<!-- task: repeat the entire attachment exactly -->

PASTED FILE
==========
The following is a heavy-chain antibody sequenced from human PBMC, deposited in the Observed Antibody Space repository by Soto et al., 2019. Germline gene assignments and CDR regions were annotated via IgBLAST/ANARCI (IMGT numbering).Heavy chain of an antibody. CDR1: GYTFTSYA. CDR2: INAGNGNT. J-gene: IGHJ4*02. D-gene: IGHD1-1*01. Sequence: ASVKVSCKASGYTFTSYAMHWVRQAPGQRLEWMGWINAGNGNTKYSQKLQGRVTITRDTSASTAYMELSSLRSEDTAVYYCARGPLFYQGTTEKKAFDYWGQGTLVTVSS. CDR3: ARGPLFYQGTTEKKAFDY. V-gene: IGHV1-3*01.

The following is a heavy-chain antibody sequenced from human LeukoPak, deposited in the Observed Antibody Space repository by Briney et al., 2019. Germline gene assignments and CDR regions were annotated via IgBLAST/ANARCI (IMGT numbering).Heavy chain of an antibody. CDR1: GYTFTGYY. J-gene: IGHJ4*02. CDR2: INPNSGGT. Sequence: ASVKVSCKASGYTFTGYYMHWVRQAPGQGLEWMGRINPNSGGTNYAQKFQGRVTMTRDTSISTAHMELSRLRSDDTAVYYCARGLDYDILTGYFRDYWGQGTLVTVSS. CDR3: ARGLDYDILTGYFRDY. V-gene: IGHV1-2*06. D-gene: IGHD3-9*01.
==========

The following is a heavy-chain antibody sequenced from human PBMC, deposited in the Observed Antibody Space repository by Soto et al., 2019. Germline gene assignments and CDR regions were annotated via IgBLAST/ANARCI (IMGT numbering).Heavy chain of an antibody. CDR1: GYTFTSYA. CDR2: INAGNGNT. J-gene: IGHJ4*02. D-gene: IGHD1-1*01. Sequence: ASVKVSCKASGYTFTSYAMHWVRQAPGQRLEWMGWINAGNGNTKYSQKLQGRVTITRDTSASTAYMELSSLRSEDTAVYYCARGPLFYQGTTEKKAFDYWGQGTLVTVSS. CDR3: ARGPLFYQGTTEKKAFDY. V-gene: IGHV1-3*01.

The following is a heavy-chain antibody sequenced from human LeukoPak, deposited in the Observed Antibody Space repository by Briney et al., 2019. Germline gene assignments and CDR regions were annotated via IgBLAST/ANARCI (IMGT numbering).Heavy chain of an antibody. CDR1: GYTFTGYY. J-gene: IGHJ4*02. CDR2: INPNSGGT. Sequence: ASVKVSCKASGYTFTGYYMHWVRQAPGQGLEWMGRINPNSGGTNYAQKFQGRVTMTRDTSISTAHMELSRLRSDDTAVYYCARGLDYDILTGYFRDYWGQGTLVTVSS. CDR3: ARGLDYDILTGYFRDY. V-gene: IGHV1-2*06. D-gene: IGHD3-9*01.